Two drug dealers were sentenced to more than nine years imprisonment at Amersham Crown Court on Friday (June 1).
Gary Peter Lockett, 30, from Simms Croft, Middleton, and Richard York, 31, from Monro Avenue, Crownhill, had pleaded guilty at an earlier hearing to being concerned together in the production of cannabis between January 1 and November 10 2011.
The charges and pleas were in relation to a cannabis factory found at York’s home address.
Lockett was also charged with conspiracy to produce and supply cannabis in relation to another address at Lundholme, Heelands. He pleaded not guilty to these charges and a trial took place between April 30 and May 4, and he was found guilty of conspiring to produce cannabis, and the further offence of conspiracy to supply will also lie on Lockett’s file.
Both men were sentenced on Friday. Lockett received eight years imprisonment, and York was sentenced to 14 months.
The convictions come after a successful operation by Thames Valley Polices’ Serious and Organised Crime Unit (SOCU).
On March 7 2011, a warrant was carried out under the Misuse of Drugs Act at a residential property in Lundholme. The house had been set up as a commercial cannabis factory, with the bedrooms and living areas organised and modified to grow cannabis - the electricity meter had been bypassed and specialist equipment had been installed throughout the house.
The loft had also been adapted, having been fitted with large extractor units. The only occupant of the house was Reing Phen, a Vietnamese man, 18 at the time, now aged 19. He was arrested on suspicion of cultivation of cannabis and 132 cannabis plants were recovered from rooms within the house.
Phen admitted in interview that he’d been employed by a Vietnamese Organised Crime Group to grow the cannabis. He was subsequently convicted of cannabis production at Aylesbury Crown Court on April 18 2011 and received an 18 month custodial sentence.
Street value of the cannabis seized at the house was approximately £46,220. The house had been set up on a rotation system to produce three crops a year. The annual yield would have been £138,660 of cannabis.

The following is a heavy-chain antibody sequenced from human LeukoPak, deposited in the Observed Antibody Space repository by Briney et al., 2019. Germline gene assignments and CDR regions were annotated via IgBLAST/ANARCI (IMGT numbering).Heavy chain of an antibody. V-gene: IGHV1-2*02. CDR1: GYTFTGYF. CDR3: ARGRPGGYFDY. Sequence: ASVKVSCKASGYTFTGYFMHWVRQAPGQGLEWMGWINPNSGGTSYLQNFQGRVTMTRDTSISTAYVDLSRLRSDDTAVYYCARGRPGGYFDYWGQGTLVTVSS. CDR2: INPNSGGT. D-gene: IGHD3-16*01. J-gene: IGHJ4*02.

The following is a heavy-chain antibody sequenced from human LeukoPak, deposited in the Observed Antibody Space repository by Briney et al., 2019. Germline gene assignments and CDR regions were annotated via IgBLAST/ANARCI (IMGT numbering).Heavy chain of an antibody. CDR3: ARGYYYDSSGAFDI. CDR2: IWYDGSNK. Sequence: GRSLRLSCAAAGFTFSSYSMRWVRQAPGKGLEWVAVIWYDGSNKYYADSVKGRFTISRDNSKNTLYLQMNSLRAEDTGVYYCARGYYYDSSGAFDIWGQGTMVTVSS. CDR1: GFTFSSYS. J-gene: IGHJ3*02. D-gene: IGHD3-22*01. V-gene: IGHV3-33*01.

After the warrant at Lundholme, the investigation continued and officers carried out another warrant at Monro Avenue on June 2 2011.
Officers discovered another organised cannabis factory. Police seized 59 cannabis plants, including 28 mature plants, from a garage area which had been converted into a ‘grow room’ facility with, lighting, fans, timers, and de-humidifiers. A further 31 smaller cannabis cuttings were found in a first floor bedroom along with other juvenile plants, indicating that the bedroom was being used as a ‘nursery’ for an intended follow-on crop.
The street value of the seized cannabis was approximately £9,060 to £15,860. The house had been set up on a rotation system, again to produce three crops per year. The annual yield would have been £36,240 to £63,660 street value.
York was arrested and interviewed. He stated Monro Avenue was his home and that he lived there alone. He took responsibility for the cannabis stating that he had cultivated it for his own use as he was a heavy cannabis user.
Drugs expert evidence also proves that Monro Avenue was a commercial venture, and outlines that the level of production far exceeds the amount that could be smoked by York as a lone cannabis user.
Both men were charged on November 10 2011, after the investigation showed that Lockett had involvement in the management of both cannabis factories and York lived and supervised the second in Monro Avenue.
The court agreed with the evidence and both men have now been sent to prison.
DC Richard Jones, from the SOCU, said: “This case involved many months of protracted investigation by the Serious and Organised Crime Unit, not least by DC Rod Rhymes who spent hundreds of hours sifting through a large amount of covertly obtained evidence.
“The operation has put an end to Gary Lockett’s criminal enterprise producing commercial amounts of cannabis for supply to Milton Keynes and the wider communities.
“I am pleased with the sentences, which reflect the seriousness of the offences. Confiscation work is ongoing to seize any assets the men have made from their crimes. Drug dealers need to know that we are dedicated to removing them and their enterprises from our streets, and seizing any assets they have made illegally.”